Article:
Articles, Blog

The First Christians (2019) #5: Agriculture

September 11, 2019


Jeffrey Seif: Sociologists
tell us that 150 years ago most social life in
North America was centered on the home and the farm. Only a small
percentage lived in cities. That was then, this is now, but
let’s go back to the farm today when “Zola Levitt Presents.” male announcer: “Brethren, my
heart’s desire and prayer to God for Israel is that
they might be saved. For there is no difference
between the Jew and the Greek: for the same Lord over
all is rich unto all that call upon him.” “Zola Levitt Presents.” ♪♪♪ David Hart: We’re so glad
you’ve joined us today on “Zola Levitt
Presents,” I’m David Hart. Kirsten Hart:
I’m Kirsten Hart. Jeffrey: I’m Jeffrey Seif,
and I am pleased to introduce you to the Zola Levitt
version of “Green Acres.” Kirsten: Here we
go back to the land. It’s all about agriculture
today, and what I love about that fact is the Israelite
people worked the land in the 1st century and in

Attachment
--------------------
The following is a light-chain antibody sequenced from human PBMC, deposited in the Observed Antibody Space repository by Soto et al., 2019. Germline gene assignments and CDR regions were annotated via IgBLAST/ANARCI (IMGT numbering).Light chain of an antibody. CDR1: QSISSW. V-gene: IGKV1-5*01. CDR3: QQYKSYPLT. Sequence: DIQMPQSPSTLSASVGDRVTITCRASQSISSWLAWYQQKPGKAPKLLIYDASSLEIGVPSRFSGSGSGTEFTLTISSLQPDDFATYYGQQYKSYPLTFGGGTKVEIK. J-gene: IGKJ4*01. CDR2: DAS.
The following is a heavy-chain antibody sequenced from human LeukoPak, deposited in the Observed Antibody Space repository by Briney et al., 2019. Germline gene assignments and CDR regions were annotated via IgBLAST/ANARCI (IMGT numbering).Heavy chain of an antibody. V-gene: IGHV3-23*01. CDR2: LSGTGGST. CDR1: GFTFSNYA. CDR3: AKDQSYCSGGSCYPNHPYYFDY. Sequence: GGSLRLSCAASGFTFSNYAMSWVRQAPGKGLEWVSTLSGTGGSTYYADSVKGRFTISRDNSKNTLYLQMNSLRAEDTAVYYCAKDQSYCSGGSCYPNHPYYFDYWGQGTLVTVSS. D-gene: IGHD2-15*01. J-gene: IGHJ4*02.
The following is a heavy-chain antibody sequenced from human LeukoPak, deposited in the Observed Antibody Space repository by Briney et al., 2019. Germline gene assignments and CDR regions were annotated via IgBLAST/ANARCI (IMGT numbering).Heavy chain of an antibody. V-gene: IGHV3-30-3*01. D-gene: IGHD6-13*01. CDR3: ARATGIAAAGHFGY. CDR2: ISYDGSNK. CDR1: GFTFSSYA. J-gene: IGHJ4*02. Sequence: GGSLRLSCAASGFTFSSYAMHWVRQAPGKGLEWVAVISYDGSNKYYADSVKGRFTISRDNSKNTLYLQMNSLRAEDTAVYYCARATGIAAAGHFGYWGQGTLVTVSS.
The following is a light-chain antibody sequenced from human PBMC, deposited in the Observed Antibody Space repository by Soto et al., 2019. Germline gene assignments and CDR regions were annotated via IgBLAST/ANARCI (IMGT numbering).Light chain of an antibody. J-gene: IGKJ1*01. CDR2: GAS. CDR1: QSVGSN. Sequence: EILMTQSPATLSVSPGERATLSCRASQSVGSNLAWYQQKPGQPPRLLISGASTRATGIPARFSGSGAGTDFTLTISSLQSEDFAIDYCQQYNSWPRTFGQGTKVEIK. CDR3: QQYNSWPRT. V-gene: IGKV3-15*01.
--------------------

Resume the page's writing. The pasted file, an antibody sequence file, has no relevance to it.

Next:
the kibbutz when they came back in 1948. Jeffrey: Yes, there’s something
about getting your hands dirty, and we’re gonna learn
about that today. David: That’s right; let’s
go back 2,000 years now and learn more about agriculture. Zola Levitt: Preparation for
wheat and barley planting began about August by
plowing the rocky soil to destroy deadly thistles. Sowing of the seed took place
between October and December. Barley was often planted as a
backup crop because wheat was and still is more
susceptible to disease. To give us perspective on
the 1st century harvest, we are joined now by an
expert on Jewish history, Dr. Chanoch Rosenblum. Dr. Chanoch Rosenblum:
Barley was the poor man’s food. It was mainly used
for feeding animals, but it was far more dependable
than wheat; and if the wheat crop would fail, at least there
would be barley to depend upon. Wheat fields also
contained a great deal of tares. Tares, which were very much like
the wheat plant in its early stages, would have to remain to
grow alongside the wheat until right before harvest time. They would have to be
separated and destroyed. Zola: The Lord makes
reference to these tares in his parable of the
sower in Matthew 13. “Bind them in bundles
to burn them,” he says, “but gather the
wheat into the barn.” Well, the plowing and
sowing have been done and, as God provides the rain,
it’s time for harvest. Dr. Rosenblum: We have now
finally reached the stage that everyone has been
waiting for, the stage of reaping and
binding the sheaves. This is truly a joyous time. Period of
uncertainty is finally over. The reapers would extend
and send out their sickle, breaking the stalk and